Football now is not the game it was in the 1990s or the 2000s. As it seems with everything in this world, it is constantly evolving. With football analytics, is it changing for the better, or is it losing its identity?
Analytics in sports arrived to the wider public through the publication of Moneyball in 2003, which is about the numbers behind baseball. Even though baseball is a completely different sport from football, they both can be analysed similarly. Football Analytics is the use of complex data to leverage insights about what happens on the field and in training. Its present and future use is a contentious hot topic in the sport.
Notoriously controversial former Tottenham Hotspur player, Rafael Van der Vaart, is the latest in the footballing world to state his thought. While speaking on Ziggo Sport, the Dutch pundit said:
It’s a bold claim because it is a global practice that has been in the game for a while now. All the teams from the top leagues have these “data people” in their staff list. Every aspect of the game is analysed to the smallest detail and is presented in a way to improve decision-making.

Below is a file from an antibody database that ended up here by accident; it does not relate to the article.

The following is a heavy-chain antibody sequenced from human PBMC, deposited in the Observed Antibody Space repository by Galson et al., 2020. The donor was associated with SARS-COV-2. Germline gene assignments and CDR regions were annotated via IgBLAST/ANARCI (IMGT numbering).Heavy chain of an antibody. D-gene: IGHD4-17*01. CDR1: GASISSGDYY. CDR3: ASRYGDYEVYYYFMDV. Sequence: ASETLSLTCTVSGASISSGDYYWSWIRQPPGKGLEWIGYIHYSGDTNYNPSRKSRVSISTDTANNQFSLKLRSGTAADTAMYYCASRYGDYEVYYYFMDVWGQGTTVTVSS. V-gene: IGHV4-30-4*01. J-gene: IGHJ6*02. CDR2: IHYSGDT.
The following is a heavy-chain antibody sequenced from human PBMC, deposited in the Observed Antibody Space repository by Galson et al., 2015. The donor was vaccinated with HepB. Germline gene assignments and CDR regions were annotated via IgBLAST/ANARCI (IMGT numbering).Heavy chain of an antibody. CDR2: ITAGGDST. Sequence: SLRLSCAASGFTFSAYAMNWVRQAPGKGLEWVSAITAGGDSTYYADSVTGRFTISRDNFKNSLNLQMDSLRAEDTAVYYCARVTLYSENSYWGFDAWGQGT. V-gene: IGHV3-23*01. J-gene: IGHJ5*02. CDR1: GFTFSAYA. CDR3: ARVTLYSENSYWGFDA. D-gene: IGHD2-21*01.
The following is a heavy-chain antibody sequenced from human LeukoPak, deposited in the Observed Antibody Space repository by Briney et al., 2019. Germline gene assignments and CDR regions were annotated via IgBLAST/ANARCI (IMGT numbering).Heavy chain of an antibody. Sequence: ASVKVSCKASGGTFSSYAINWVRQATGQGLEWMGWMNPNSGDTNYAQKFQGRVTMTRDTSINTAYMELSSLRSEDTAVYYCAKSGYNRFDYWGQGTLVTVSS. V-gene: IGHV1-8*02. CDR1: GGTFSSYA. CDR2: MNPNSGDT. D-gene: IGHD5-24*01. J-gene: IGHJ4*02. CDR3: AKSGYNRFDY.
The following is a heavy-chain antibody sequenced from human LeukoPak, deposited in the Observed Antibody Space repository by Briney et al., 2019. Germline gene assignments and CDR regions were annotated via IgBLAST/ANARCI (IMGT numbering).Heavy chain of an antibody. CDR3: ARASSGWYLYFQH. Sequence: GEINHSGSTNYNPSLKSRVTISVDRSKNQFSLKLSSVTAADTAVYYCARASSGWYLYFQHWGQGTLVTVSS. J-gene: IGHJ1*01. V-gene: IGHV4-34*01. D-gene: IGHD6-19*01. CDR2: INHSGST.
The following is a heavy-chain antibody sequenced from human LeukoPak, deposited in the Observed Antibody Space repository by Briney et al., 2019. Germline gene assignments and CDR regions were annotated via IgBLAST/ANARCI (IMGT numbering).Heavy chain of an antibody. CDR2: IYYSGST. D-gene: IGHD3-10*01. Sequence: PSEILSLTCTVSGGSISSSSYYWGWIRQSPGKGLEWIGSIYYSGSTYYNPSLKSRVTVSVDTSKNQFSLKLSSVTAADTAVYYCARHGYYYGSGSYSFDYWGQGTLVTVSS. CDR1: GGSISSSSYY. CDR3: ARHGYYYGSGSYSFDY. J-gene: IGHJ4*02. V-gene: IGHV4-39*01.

Brentford F.C. is one club reputable for using structured and thorough data analysis as the basis of any decision they make, including scouting and transfers for their money-ball strategy. One of the first few changes during Erik ten Hag’s Man United tenure was the appointment of new data scientists. Man City’s Pep Guardiola holds meetings, which earned him the ‘data machine’ nickname.
These examples have something in common, which is that the football teams are enjoying successful spells. They are adequate samples to suggest that the model works. At present, data analytics is vital for on-the-field success.
Brentford F.C. Manager Thomas Frank on The Coaches’ Voice
Evolution to Football Analytics
In the past, football used to be all about the eye test. Nowadays, without watching it live, one can find out about the next Ecuadorian gem sitting on a sofa. The information is often easily accessible with the numerous stat aggregators in the picture. To a degree, it can get ridiculous with some of the metrics; it must be satirical, but you can even come across expected throw-ins per game statistic. It can be tricky to understand and keep up with. Eventually, football should always serve the entertainment value more than a scientific one.
However, the game is currently all about winning. Detailed data doesn’t fool the eye, resulting in a higher probability of good decision-making. These decisions led to the exceptional competitiveness and quality of football we are witnessing in football leagues at this moment in time.
Hence, to answer the question of if football analytics is destroying our beautiful game, nothing is conclusive. Instead, what is conclusive is that nothing suggests it will end soon. Van der Vaart and Co should adapt to the new reality: a reality backed up by data.
Yellowww! Football, eh…